The only true constant is change. Over time, things naturally change.
And if we don’t change, we’ll be left behind.
Education should be at the forefront of change. Not only should education react to change, it should anticipate it.
Society changes. Vocations change. Educators change. Students change. Needs change.
But, for the most part, structures – buildings – don’t change.
The Eastern Lebanon County School District (ELCO) is exploring the feasibility of a $30 million renovation project that would change the face of ELCO High School. Although still very much in the exploratory phase, the project would be designed more to address the changing needs of education than wear and tear on the building.
It’s been 30 years since ELCO High School has been treated to a major renovation project.
“For all of us, needs have changed,” said Julia Vicente, who’s been ELCO’s superintendent for four years. “Just think about technology and the way it has affected our society. Some of our current technologies weren’t even being used in 1991. The value of collaboration, of working together, is different now than it was in 1991.”
“Environment is critical in a student’s education,” Vicente added. “We have to create spaces to collaborate. We can really create some important dynamics.”
In Jan., the ELCO school board directors voted 7-2 to approve preliminary plans for the project, directing an architect and the administration to proceed with the design phase. The $30 million project would raise taxes in the ELCO school district on average of about $12 per month per household, an increase that would go into effect for the 2022-23 school year, Vicente said.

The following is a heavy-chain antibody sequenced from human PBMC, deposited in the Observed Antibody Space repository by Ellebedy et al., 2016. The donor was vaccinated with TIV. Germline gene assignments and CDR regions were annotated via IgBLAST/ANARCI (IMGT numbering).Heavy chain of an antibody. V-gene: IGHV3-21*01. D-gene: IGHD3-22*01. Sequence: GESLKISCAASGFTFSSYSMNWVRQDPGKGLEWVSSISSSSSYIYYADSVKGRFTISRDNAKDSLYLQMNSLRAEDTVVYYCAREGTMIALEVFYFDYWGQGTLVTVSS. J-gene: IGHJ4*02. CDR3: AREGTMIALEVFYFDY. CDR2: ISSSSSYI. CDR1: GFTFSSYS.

Some ELCO taxpayers have expressed concerns about the wisdom of raising taxes in an economy still being negatively affected by the COVID-19 crisis. But as long as there have been schools and school boards, there has also been conflict surrounding raising taxes.
Two years ago, ELCO completed an energy-saving project that replaced the HVAC system and upgraded the lighting at ELCO High School. The current proposed project would be much larger in scale and it’s something the board directors have been discussing for five years.
“The maximum it can go is $30 million,” said Vicente. “But I’m hoping it will be less than that. About $25 million will be for construction, but it’s still in the design phase. We met with every single department in the high school and talked about their learning environments and how we can improve their areas.”
“We’ve been having preliminary discussions, but there would be some impact on taxes,” Vicente added. “The last thing we want to do is enter into a project that will cripple us from doing future work. How much taxes will go up will all depend on how much the project costs.”
If, or when, it comes to fruition, the proposed project would refurbish, reconfigure, redesign, or even create new learning environments for technology education, science labs, industrial arts like wood and metal shops, the fine arts, and a proposed emergency medical technician program. Also being considered are improvements to the traffic flow around the high school and some athletic upgrades.